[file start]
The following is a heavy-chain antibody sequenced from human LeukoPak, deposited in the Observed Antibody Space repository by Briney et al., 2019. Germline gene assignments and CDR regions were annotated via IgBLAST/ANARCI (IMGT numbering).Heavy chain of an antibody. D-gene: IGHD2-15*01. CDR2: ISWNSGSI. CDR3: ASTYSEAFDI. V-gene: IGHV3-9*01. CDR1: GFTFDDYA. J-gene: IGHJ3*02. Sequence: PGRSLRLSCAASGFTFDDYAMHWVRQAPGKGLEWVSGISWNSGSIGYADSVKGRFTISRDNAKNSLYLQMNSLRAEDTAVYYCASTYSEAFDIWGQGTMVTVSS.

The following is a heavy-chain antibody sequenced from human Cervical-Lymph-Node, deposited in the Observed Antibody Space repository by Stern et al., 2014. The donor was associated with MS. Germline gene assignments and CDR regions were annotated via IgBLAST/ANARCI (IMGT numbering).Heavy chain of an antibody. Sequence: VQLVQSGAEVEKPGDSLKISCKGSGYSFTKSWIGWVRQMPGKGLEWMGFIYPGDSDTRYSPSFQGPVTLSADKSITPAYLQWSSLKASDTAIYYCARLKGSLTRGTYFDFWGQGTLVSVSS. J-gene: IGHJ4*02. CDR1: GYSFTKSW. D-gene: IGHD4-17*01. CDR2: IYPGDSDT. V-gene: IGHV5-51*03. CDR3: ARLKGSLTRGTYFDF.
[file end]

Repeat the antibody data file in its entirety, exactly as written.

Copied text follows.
The following is a heavy-chain antibody sequenced from human LeukoPak, deposited in the Observed Antibody Space repository by Briney et al., 2019. Germline gene assignments and CDR regions were annotated via IgBLAST/ANARCI (IMGT numbering).Heavy chain of an antibody. D-gene: IGHD2-15*01. CDR2: ISWNSGSI. CDR3: ASTYSEAFDI. V-gene: IGHV3-9*01. CDR1: GFTFDDYA. J-gene: IGHJ3*02. Sequence: PGRSLRLSCAASGFTFDDYAMHWVRQAPGKGLEWVSGISWNSGSIGYADSVKGRFTISRDNAKNSLYLQMNSLRAEDTAVYYCASTYSEAFDIWGQGTMVTVSS.

The following is a heavy-chain antibody sequenced from human Cervical-Lymph-Node, deposited in the Observed Antibody Space repository by Stern et al., 2014. The donor was associated with MS. Germline gene assignments and CDR regions were annotated via IgBLAST/ANARCI (IMGT numbering).Heavy chain of an antibody. Sequence: VQLVQSGAEVEKPGDSLKISCKGSGYSFTKSWIGWVRQMPGKGLEWMGFIYPGDSDTRYSPSFQGPVTLSADKSITPAYLQWSSLKASDTAIYYCARLKGSLTRGTYFDFWGQGTLVSVSS. J-gene: IGHJ4*02. CDR1: GYSFTKSW. D-gene: IGHD4-17*01. CDR2: IYPGDSDT. V-gene: IGHV5-51*03. CDR3: ARLKGSLTRGTYFDF.